Thursday, November 27, 2008

Script secrets

Bill Martell is great, he really knows his stuff. His daily script secrets are great too, that's where he reveals all the stuff he knows.

I spent the evening working on my One Page Pitch for Winter (see Adrian Mead's How to Make it as a Scriptwriter, Chapter 8 - honestly I don't get a commission).

Actually I am quite pleased with the way it's coming together, although the antagonist needs work.

You see it's like this: Bill didn't like Indy IV and I wasn't overly impressed by it, Indy II wasn't great either but Indy I and III were cracking tales. Why? Was it because I and III had Nazis in them? While II and IV didn't?

Mr Martell says yes and no. It's not because they were Nazis that they made great antagonists, it's because, as antagonists, the stakes were clear. The viewer understands why it would be really bad if Hitler got hold of either the Ark or Immortality.

In II and IV the stakes either weren't high enough (II, yes it was bad what they were doing to the kids but what would actually happen if they got all the stones?) or too vague (IV, so the Commies wanted psychic powers ... okay ... so what?).

This is one of the problems I have to fix with Winter, the antagonist has his evil goal but if he succeeds ... so what?

This is the "So what?" rule which is expressed by my other favourite screenwriting adviser, Jeff Kitchen in his "Writing a Great Movie" and I quote:

Harry Cohn, the founder of Columbia Pictures, ran his development process as follows: He would sit his writers down at a conference table and ask for their ideas. The first writer would lay out his idea and Cohn would respond, "So what?" The next writer would pitch his idea and Cohn would shoot it down the same way. An idea had to pass Cohn's "So what?" test before he was willing to pursue it.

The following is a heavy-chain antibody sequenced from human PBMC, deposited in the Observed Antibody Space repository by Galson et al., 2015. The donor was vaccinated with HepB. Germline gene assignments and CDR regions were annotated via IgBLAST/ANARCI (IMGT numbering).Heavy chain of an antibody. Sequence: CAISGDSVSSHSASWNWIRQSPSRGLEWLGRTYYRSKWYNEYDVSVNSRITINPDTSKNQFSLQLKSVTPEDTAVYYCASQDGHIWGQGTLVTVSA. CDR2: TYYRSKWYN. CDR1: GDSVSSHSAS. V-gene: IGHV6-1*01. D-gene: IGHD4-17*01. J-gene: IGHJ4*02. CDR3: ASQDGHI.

I need a motivation and consequences of the antagonist's actions that answer the "So what?" test. Currently it's way too vague and ephemeral "something bad will happen".

The other thing that needs dealing with is the theme. Now it's true that theme often doesn't reveal itself until you've finished. But there are ways to divine the theme without writing everything, in this both Bill Martell and Jeff Kitchen agree:

1. How the protagonist resolves the story.


2. The main philosophical difference between the protagonist and the antagonist.

Which, for reasons I can't reveal, makes working out the theme in Winter quite hard, but I'm sure I'll prevail.

It's funny how things work out I had been wondering about theme (because Adrian Mead suggested I should for the One Page Pitch) and then I looked at Bill Martell's daily script secret which, if you don't know, you do by going here and then just waiting (don't click "Enter").

I got tip #144 which didn't excite me, so being a naughty hacky type lad, I deleted the "1" from the URL and pressed return. And lo! I got Bill Martell's take on Theme. The fates were with me this eve.

Writing blogs is a great way of prevaricating when you don't have anything to read.

What's on the turntable? "Both Sides Now" by Joni Mitchell from "Hits". I love this song.

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